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Black History Month Events for Seattle-Area Families

Learn about and celebrate Black history at in-person and virtual events in 2023

Headshot of author Julie Dodobara, she is pictured from the torso up, standing on a boat with a waterfuall in the distance

Published on: January 30, 2023

Jeffery Robinson, Seattle attorney and activist, stands next to a tree in a scene from the new film Who We Are: A Chronicle of Racism in America
Jeffery Robinson, Seattle civil rights lawyer, activist, father and subject of the documentary film “Who We Are: A Chronicle of Racism in America,” contemplates a tree where Black Americans were publicly lynched, in a scene from the film. The film is available on Netflix.

February is Black History Month, a time to dedicate attention to and seek deeper understanding of the many contributions of Black Americans to science, art, music, culture, human rights and more. Local museums and other organizations invite families to take part in workshops, discussions, learning opportunities and community celebrations.

Ongoing: Released in theaters a year ago, the groundbreaking documentary film “Who We Are: A Chronicle of Racism in America” is now available on Netflix and other platforms. This moving, eye-opening film examines the history of white supremacy and anti-Black racism in the United States, and features Seattle attorney and activist Jeffery Robinson, founder of The Who We Are Project.

Feb. 1–14: Hop online to shop a Black author book fair, part of Shoreline Public Schools’ annual event celebrating Black excellence, Black Voices.

Feb. 1–28: The People’s Center in Tacoma has free offers, family activities and events happening all month long in celebration of African American achievement. On Saturdays, kids can take part in free art activities or get a free swim cap during family swim. Don’t miss the Hilltop Healthy Kids Carnival on Saturday, Feb. 11, 11 a.m.–3 p.m., which features live music, free services and tons of fun.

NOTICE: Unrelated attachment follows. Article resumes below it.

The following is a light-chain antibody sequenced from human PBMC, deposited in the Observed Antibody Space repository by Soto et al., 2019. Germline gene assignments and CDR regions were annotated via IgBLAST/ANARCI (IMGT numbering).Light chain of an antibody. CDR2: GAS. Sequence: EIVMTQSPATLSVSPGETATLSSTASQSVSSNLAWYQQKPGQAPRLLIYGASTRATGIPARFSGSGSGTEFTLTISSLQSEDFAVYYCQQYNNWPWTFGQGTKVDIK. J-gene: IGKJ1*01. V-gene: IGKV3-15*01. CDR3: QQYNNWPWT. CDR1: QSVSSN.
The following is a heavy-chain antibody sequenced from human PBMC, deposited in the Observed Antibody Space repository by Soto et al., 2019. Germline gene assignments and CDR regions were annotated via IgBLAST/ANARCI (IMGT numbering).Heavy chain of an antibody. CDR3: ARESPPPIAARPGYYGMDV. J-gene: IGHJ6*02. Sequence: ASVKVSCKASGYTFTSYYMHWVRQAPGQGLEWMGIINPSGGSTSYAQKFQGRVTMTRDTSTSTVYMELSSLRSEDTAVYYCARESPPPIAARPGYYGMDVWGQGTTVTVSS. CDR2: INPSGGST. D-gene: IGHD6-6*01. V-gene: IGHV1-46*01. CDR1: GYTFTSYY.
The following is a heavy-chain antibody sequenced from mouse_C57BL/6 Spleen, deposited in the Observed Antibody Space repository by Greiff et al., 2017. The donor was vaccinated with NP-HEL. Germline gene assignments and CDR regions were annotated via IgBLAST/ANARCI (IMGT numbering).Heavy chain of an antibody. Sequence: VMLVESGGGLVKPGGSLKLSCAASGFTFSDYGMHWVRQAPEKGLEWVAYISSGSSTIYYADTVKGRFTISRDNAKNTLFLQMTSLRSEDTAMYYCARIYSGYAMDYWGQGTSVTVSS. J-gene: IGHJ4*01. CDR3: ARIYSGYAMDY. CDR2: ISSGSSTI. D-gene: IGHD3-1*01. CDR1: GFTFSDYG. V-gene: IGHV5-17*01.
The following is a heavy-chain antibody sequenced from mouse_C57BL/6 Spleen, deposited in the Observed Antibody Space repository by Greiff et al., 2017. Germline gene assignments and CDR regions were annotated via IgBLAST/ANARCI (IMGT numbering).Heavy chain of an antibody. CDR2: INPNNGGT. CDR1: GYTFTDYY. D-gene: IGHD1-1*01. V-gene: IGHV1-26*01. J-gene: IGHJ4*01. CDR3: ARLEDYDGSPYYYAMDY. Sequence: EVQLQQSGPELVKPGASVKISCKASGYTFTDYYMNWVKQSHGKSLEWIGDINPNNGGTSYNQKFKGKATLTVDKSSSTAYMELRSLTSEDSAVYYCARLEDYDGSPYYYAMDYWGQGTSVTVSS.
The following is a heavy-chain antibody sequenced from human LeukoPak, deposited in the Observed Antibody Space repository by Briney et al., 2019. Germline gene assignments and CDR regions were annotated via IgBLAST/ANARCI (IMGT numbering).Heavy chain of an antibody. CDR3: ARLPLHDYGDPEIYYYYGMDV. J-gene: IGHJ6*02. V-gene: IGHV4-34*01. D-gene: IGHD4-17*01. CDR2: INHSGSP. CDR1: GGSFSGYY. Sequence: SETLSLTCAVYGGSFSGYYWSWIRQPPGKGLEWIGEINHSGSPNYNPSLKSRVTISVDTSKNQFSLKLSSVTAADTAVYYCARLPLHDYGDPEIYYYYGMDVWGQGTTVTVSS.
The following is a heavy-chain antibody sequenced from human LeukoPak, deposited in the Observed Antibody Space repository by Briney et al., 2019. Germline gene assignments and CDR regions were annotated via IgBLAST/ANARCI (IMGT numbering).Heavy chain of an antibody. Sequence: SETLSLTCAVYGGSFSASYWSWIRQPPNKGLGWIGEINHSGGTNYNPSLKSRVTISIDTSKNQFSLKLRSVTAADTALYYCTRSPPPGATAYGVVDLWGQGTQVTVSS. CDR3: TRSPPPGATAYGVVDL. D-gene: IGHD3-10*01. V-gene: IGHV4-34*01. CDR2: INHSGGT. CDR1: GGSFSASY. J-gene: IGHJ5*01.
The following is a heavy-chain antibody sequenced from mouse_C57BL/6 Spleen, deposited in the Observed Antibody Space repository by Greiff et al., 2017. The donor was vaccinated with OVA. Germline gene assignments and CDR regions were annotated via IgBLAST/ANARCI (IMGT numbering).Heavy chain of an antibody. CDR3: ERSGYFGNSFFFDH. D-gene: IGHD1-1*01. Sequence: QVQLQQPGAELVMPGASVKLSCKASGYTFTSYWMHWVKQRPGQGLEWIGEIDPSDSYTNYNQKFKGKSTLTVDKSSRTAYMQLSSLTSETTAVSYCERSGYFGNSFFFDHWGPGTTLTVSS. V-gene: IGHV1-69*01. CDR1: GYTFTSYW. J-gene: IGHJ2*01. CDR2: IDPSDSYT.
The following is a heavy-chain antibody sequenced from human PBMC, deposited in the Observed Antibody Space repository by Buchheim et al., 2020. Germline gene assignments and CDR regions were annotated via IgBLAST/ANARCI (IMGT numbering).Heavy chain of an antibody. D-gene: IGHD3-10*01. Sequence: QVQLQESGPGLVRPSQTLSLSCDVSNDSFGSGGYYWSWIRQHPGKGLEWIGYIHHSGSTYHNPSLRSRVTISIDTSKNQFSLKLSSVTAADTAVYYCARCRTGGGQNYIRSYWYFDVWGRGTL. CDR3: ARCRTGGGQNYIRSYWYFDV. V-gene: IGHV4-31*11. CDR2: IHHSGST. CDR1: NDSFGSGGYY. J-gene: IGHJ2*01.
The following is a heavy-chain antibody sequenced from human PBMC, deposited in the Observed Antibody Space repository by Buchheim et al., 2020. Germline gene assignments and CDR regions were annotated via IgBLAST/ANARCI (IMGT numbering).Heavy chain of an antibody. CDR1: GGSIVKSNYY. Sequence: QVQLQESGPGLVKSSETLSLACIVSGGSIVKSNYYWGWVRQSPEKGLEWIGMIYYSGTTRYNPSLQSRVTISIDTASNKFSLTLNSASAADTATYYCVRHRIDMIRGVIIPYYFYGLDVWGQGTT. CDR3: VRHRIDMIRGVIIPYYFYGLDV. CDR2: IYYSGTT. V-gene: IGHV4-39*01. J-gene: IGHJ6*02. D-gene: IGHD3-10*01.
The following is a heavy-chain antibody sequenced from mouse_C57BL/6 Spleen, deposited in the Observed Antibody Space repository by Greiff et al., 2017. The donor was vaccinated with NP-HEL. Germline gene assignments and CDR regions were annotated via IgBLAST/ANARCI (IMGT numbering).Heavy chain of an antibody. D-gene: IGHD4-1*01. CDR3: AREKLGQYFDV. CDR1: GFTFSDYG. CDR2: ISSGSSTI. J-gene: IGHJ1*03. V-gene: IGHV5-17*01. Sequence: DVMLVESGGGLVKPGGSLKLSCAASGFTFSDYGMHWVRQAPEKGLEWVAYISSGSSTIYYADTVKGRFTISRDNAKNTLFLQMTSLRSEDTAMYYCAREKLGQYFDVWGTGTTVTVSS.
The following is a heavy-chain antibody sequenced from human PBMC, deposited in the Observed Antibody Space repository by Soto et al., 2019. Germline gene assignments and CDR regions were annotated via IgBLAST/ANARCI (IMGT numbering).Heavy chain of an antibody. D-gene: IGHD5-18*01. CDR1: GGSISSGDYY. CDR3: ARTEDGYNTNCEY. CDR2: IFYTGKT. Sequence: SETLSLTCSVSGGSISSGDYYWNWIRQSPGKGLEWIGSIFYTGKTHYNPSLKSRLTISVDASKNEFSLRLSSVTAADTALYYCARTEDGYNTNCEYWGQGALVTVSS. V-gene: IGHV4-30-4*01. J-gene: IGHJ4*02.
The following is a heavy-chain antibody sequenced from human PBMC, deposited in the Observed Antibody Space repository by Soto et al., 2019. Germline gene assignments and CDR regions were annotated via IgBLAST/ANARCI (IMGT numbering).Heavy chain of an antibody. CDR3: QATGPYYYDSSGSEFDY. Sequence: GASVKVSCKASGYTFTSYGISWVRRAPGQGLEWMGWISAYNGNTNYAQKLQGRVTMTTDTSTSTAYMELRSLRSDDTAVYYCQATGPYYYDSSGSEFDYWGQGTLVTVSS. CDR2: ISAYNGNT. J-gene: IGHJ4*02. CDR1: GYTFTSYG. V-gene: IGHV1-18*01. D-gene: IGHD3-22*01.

Feb. 1–28: As part of Tacoma Public Library’s Black History Month programming, visit select branches to take part in a scavenger hunt exploring Tacoma’s Black history and learn about real Tacoma heroes.

Feb. 1–28: Book tickets for "Call to Conscience Black History Month Museum," a month-long installation celebrating Black excellence in the Pacific Northwest. The temporary museum will be on display through the end of February at the Columbia City Theatre.

Opening Feb. 3: Select an AMC or Regal theater near you and book tickets to the award-winning indie film “Freedom’s Path,” which follows the story of a Civil War soldier who learns the meaning of freedom and the cost of war from a young Black man. A portion of ticket sales will benefit underfunded Historically Black Colleges and Universities.

Fridays and Saturdays in February: Stop by Tacoma Public Library’s Kobetich (Fridays) or Mottet branch (Saturdays) for story time with books written by African American authors as well as fun with rhymes and songs.

Saturdays, Feb. 4, 11 and 25: Another Black History Month program through Tacoma Public Library allows kids to learn about what life was like for Buffalo Soldiers through hands-on activities at the Fern Hill, Wheelock and Moore branches. Preregister. Families can learn even more about the history of these Black soldiers at the ongoing free exhibit at the Seattle Center Armory.